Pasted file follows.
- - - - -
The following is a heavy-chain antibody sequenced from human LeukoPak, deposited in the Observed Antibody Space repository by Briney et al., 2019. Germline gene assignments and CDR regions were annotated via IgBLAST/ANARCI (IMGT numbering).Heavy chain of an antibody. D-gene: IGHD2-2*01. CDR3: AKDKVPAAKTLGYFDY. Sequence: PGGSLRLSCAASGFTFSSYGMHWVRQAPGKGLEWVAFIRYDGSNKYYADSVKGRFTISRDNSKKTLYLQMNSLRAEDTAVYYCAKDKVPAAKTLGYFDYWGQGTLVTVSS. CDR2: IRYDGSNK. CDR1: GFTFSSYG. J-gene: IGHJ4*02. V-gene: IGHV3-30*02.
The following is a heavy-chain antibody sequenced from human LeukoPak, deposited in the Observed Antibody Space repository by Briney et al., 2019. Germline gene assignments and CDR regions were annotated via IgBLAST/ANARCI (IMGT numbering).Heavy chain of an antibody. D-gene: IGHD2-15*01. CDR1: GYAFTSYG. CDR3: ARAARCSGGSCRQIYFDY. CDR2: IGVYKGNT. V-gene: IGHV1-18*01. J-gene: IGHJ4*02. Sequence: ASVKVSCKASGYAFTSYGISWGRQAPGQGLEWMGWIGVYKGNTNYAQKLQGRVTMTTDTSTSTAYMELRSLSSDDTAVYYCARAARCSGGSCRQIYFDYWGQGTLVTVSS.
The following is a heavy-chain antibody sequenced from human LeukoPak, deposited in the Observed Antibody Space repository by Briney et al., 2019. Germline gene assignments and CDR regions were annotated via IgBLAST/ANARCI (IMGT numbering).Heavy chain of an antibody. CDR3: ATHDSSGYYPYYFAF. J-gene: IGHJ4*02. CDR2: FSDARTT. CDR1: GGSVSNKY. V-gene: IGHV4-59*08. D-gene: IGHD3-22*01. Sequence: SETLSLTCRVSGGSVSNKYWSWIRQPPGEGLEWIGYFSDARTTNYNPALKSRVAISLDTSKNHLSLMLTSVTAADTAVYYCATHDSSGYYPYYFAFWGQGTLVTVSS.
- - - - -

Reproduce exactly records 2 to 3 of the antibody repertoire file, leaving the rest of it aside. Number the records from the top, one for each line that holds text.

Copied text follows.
The following is a heavy-chain antibody sequenced from human LeukoPak, deposited in the Observed Antibody Space repository by Briney et al., 2019. Germline gene assignments and CDR regions were annotated via IgBLAST/ANARCI (IMGT numbering).Heavy chain of an antibody. D-gene: IGHD2-15*01. CDR1: GYAFTSYG. CDR3: ARAARCSGGSCRQIYFDY. CDR2: IGVYKGNT. V-gene: IGHV1-18*01. J-gene: IGHJ4*02. Sequence: ASVKVSCKASGYAFTSYGISWGRQAPGQGLEWMGWIGVYKGNTNYAQKLQGRVTMTTDTSTSTAYMELRSLSSDDTAVYYCARAARCSGGSCRQIYFDYWGQGTLVTVSS.
The following is a heavy-chain antibody sequenced from human LeukoPak, deposited in the Observed Antibody Space repository by Briney et al., 2019. Germline gene assignments and CDR regions were annotated via IgBLAST/ANARCI (IMGT numbering).Heavy chain of an antibody. CDR3: ATHDSSGYYPYYFAF. J-gene: IGHJ4*02. CDR2: FSDARTT. CDR1: GGSVSNKY. V-gene: IGHV4-59*08. D-gene: IGHD3-22*01. Sequence: SETLSLTCRVSGGSVSNKYWSWIRQPPGEGLEWIGYFSDARTTNYNPALKSRVAISLDTSKNHLSLMLTSVTAADTAVYYCATHDSSGYYPYYFAFWGQGTLVTVSS.